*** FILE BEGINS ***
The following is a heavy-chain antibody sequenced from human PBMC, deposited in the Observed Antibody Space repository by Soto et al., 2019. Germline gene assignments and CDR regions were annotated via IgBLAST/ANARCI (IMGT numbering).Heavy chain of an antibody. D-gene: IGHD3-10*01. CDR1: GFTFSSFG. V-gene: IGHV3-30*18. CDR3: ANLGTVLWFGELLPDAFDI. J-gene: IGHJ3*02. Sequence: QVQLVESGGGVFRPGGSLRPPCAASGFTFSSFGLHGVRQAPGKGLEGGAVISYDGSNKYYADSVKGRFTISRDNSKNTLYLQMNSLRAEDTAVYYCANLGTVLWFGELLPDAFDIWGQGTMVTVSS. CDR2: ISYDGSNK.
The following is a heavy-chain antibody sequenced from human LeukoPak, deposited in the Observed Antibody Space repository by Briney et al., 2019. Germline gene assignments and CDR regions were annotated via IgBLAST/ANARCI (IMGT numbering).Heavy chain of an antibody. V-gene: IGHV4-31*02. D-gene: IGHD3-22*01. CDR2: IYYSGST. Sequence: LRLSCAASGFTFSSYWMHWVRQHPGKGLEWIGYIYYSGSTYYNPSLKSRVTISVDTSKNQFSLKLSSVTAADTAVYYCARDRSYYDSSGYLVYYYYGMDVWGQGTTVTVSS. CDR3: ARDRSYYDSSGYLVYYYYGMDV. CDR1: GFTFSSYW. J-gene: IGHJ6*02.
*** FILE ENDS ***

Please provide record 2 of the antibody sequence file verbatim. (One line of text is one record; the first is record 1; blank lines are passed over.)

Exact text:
The following is a heavy-chain antibody sequenced from human LeukoPak, deposited in the Observed Antibody Space repository by Briney et al., 2019. Germline gene assignments and CDR regions were annotated via IgBLAST/ANARCI (IMGT numbering).Heavy chain of an antibody. V-gene: IGHV4-31*02. D-gene: IGHD3-22*01. CDR2: IYYSGST. Sequence: LRLSCAASGFTFSSYWMHWVRQHPGKGLEWIGYIYYSGSTYYNPSLKSRVTISVDTSKNQFSLKLSSVTAADTAVYYCARDRSYYDSSGYLVYYYYGMDVWGQGTTVTVSS. CDR3: ARDRSYYDSSGYLVYYYYGMDV. CDR1: GFTFSSYW. J-gene: IGHJ6*02.